I’m getting more and more into mixing and trying to make my songs sound better. I’m at the beginning of all of this and have only been producing for three years so it takes me a long time to finish a track. Ideas come quick and easy but to actually finish something takes time and hard work. I’m lucky that my friend Jani is teaching me how to mix. We’ve known each other since we were kids and he’s pretty much taught me everything I know and encouraged me to produce to which I’m eternally grateful for. He’s been a great teacher because he has more than 20 years of experience but also because he knows me and knows it’s important to take it slow, step by step because I get overwhelmed easily.
Can you talk us through how you might construct a track?
Every track is different but if I have an idea of a melody in my head I go to my piano and play around with it for a while, record the idea on my phone and then go in the studio and start to work on it. Sometimes I start with a vocal but rarely with drums. I record everything in Logic Pro X. As time goes on, my skills as a producer slowly improve but I still cherish most of my early musical ideas. I keep everything and sometimes go back to my early work, pick an idea that inspires me and see it through.
How much of your material is sample based and how much is original?
I enjoy playing melodies, harmonies, rhythms, so that’s what I do. I record stuff like birds, people talking, the ocean.
What’s the most important bits of kit that make a Katerina track?
I compose most of my ideas on my acoustic piano. It’s an instrument that I took on as a kid and I still find it’s the most comfortable tool to sketch ideas on. It’s not like I’m a good pianist at all but I like to play my own ideas and I really enjoy playing.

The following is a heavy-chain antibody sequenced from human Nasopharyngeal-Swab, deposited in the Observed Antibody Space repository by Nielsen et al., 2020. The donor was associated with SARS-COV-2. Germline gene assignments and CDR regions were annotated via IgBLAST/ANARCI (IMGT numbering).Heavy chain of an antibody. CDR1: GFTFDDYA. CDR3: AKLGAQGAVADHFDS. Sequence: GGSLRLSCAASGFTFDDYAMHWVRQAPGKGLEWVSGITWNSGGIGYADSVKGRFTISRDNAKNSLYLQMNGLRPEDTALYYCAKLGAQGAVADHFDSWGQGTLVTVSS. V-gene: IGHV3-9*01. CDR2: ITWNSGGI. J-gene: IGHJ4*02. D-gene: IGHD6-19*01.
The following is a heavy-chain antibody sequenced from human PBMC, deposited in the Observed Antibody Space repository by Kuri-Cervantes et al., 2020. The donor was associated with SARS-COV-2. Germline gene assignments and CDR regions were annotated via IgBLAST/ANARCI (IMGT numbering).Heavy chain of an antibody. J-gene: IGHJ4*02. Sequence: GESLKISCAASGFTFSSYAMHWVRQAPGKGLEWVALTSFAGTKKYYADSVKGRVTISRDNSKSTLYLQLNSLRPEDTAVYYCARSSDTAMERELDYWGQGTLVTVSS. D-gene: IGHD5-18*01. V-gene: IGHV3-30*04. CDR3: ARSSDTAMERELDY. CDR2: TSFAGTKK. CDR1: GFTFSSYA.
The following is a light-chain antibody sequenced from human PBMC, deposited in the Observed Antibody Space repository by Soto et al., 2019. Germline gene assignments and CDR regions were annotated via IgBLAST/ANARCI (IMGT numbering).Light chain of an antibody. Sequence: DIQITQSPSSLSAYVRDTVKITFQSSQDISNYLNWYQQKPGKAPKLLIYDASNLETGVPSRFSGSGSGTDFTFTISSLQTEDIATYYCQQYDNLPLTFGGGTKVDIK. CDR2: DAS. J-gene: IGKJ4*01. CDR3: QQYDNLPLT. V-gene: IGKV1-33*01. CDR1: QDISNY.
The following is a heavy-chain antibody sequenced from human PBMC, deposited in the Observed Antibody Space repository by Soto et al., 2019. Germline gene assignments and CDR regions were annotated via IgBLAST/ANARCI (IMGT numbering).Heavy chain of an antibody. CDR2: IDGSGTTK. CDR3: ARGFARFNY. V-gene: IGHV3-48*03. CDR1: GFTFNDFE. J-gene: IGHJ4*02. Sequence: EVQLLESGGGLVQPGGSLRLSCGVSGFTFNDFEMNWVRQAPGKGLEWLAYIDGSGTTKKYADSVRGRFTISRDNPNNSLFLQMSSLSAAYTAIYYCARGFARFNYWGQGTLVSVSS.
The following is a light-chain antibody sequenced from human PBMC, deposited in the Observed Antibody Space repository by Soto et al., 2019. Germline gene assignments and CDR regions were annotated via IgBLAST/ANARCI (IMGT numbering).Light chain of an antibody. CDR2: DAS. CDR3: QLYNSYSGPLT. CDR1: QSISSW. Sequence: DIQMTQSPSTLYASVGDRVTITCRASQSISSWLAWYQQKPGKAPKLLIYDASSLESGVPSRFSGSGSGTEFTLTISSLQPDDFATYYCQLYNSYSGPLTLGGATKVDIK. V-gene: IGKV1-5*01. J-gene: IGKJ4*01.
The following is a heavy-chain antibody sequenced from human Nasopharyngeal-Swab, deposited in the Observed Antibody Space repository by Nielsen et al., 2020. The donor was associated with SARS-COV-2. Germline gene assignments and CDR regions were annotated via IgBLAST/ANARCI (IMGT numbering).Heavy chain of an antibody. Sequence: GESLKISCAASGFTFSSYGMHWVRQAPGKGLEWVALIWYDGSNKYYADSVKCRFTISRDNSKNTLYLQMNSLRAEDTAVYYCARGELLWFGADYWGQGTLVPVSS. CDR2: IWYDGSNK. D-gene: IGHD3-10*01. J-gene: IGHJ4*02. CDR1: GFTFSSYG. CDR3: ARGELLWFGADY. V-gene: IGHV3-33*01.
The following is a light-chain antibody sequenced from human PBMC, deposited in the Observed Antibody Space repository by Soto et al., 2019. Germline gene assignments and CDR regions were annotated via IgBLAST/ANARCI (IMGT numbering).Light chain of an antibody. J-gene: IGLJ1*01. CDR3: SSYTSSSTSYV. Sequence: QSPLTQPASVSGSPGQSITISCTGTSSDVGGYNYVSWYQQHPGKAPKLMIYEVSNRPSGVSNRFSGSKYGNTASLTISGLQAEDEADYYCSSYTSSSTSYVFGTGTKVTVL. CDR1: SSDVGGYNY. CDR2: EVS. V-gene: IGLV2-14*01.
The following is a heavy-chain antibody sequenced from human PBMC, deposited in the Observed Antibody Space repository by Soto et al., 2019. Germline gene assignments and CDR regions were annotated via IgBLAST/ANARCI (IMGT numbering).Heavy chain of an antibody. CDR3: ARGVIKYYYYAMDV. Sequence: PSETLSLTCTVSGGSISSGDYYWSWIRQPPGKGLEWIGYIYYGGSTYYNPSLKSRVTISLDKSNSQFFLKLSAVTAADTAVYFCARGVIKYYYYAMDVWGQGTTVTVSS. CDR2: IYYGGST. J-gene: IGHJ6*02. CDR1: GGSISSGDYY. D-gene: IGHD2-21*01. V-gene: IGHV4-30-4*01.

This mix is comprised of 100% original unreleased Katerina material. Could you tell us a bit about it? Any tracks that are particularly special to you?
It’s like a practice to finishing an album, at least how it felt. None of these tracks will ever be released as they are so it’s like a compilation of early works. In fact, some of the tracks and interludes are from three years ago when I first started and I just freshened them up a bit. When I first took this on, I didn’t realize how nervous I would feel putting this raw, unpolished piece of me out there. It’s quite personal, to say the least, but I kept reminding myself that nobody really cares that much haha
Anything on the horizon for you? Any releases we should know about?
Yeah, I’m gonna be releasing lots of music this year. I have something coming out on Comeme and Tigersushi Records in the next couple of months. I’m also preparing two EPs to be released on labels I’ve been dreaming to work with. Will continue putting (other people’s) music out on my own label Emotsiya and finally finish my debut album!
The Ocean Called
Death Comes Too Soon
UR Happiness (Interlude)
You & Me (In My Dream)
Her Name Is (Bullet Proof)
Sea Of Sparks (Interlude)
Lolita (Express 2 Hell)
You Wrote Me From Bali
Feelings Of Innocence
Ride With The Stars
Sexual Harassment (Guidelines)
Dreams Of Reality